If you leave the church and turn right, backtrack just a bit to St. James Street, turn right and then make a left on Ararat Street, you will reach St. Mark’s Church and the seat of the Syrian Orthodox Patriarchate.
Located on the border between the Old City’s Jewish and Armenian quarters, St.
Mark’s Church is a Crusader structure built over Byzantine ruins. It belongs to Jerusalem’s ancient Syrian Orthodox community, one of the earliest Christian sects. The Syriac language that parishioners use for prayers closely resembles the Aramaic of the Second Temple period.
The New Testament relates that when Peter followed an angel out of Herod’s prison, he fled to a house nearby.
According to the Syrian Orthodox, that house was on the very spot where St.
Mark’s Church stands today.
In fact, Peter is believed to have knocked on what is now the church’s decorative door.
Indeed, during restoration of the church in the 1940s, an important sixth-century Aramaic inscription was uncovered on the site. It reads, “This is the house of Mary, mother of John called Mark.
The church was consecrated by holy disciples... after our lord Jesus the Messiah went up to the heavens. It was rebuilt after the destruction of Jerusalem by Titus the king, year 73.”
The Syrian Orthodox maintain that Jesus and the disciples would sometimes gather together at Mary’s house. And they believe that several significant biblical events occurred right here, the most momentous of them being the Last Supper.
Church fathers are proud of an ancient treasure, a portrait of Mary and her infant son.
The picture is believed to have been drawn by St. Luke, the Syrian-born evangelist who was both a physician and an artist.
After your visit, you can continue along Ararat Road to the end, then turn left (St.
Mark Street) and follow it until it descends to the right into the market. You can then cross the “street” directly onto Christian Quarter road.
Tucked away snugly behind a row of shops, the Church of St. John the Baptist at No.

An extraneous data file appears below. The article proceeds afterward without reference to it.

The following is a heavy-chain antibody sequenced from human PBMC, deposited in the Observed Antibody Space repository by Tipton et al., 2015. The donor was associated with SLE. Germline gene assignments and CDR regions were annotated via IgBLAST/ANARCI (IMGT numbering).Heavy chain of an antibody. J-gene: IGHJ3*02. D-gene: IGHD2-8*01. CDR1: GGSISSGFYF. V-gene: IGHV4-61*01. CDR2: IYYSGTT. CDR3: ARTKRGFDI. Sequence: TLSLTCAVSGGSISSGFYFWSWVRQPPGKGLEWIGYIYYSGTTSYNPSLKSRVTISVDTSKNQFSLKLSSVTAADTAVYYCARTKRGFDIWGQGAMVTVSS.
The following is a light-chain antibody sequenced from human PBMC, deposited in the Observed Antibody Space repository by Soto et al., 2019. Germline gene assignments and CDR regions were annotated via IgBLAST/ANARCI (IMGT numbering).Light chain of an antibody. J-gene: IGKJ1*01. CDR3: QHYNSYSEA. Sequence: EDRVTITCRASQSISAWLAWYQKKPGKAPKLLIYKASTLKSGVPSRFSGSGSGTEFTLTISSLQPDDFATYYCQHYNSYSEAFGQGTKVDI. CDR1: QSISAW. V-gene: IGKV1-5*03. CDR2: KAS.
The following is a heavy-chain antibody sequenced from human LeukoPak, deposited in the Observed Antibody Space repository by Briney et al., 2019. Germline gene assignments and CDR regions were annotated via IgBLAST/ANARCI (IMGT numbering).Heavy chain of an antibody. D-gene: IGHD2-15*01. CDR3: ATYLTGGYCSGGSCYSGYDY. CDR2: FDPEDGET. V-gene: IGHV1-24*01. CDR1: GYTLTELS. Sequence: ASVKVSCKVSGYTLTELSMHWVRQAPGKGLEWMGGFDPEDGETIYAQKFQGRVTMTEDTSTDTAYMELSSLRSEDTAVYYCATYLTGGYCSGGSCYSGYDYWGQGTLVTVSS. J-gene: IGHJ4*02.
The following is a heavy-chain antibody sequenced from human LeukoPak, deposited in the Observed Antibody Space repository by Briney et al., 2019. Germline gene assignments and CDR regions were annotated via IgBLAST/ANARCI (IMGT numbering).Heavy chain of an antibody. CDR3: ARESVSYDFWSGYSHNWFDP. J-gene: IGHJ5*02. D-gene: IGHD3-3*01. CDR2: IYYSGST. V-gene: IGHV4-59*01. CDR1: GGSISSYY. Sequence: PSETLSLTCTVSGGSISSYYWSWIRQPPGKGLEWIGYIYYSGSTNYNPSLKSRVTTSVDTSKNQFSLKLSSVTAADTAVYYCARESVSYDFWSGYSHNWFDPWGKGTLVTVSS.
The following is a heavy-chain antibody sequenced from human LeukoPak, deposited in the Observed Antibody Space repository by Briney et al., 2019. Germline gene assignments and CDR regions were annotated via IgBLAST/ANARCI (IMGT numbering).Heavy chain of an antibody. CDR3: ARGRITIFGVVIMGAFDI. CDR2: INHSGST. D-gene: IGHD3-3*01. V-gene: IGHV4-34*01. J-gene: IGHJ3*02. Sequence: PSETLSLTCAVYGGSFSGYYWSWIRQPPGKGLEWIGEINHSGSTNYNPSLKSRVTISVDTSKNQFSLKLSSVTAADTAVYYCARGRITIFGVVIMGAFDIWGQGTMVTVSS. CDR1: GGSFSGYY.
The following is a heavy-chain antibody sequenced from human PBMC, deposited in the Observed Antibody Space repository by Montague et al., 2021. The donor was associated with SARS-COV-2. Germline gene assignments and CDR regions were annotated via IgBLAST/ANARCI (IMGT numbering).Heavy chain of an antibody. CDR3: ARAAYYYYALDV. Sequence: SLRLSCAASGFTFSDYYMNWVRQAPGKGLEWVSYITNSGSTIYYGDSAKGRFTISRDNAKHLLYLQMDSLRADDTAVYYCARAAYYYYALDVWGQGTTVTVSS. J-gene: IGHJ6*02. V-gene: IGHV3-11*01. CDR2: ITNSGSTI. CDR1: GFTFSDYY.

113 is hardly an impressive sight. That’s why the richly decorated interior comes as such a surprise; indeed, the green and gold iconostasis inside St. John’s Church is one of the most ornate in Jerusalem – and the artwork on the walls and ceiling is absolutely stunning.
Sometime between the eighth and 11th centuries, the contemporary church was built over the ruins of a much older sanctuary. Located underground, it was recently restored and opened to visitors.
During the Crusader period, a group of knights operating a hospital within the church walls adopted St. John as its patron. They were part of a military religious order called the Knights Hospitaler, and members cared for sick and needy pilgrims of all denominations. Today St. John’s belongs to the Greek Orthodox, who had it thoroughly repaired in the 19th century.
One of the church’s most prized possessions is an icon of St. John’s head. You can find it near the iconostasis, conjoined with a gold- and jewel-rimmed relic thought to be a piece of his skull.
Several of the church’s paintings are of Greek martyrs, traditionally pictured in military dress. One large portrait from 1820 features an unfortunate pilgrim who reached Jaffa Gate. When the Muslim Turks asked if he was a Christian, he answered in the affirmative and was ruthlessly slaughtered.
Back on the street, if you turn right, then right again at the first alley, you will descend into the Muristan, which housed most of the Hospitaler Order in its heyday. Turning right at the fountain, you can walk under the arch next to Yassar T. Barakat. You can then head left on Muristan Road, pass the entrance to the late 19thcentury Lutheran Church of the Redeemer and enter the Russian Orthodox Church of St. Alexander Nevsky to your left.
In the mid-19th century, workers doing preliminary construction for a Russian consulate and pilgrims’ hostel uncovered the threshold of a Roman-period gate. Believing this was the Judgment Gate from the Gospels, the Russians changed their plans, and a few decades later built a church over the ancient ruins. Visitors to the church can view, along with the beautifully preserved threshold, a number of fourthcentury Byzantine remains.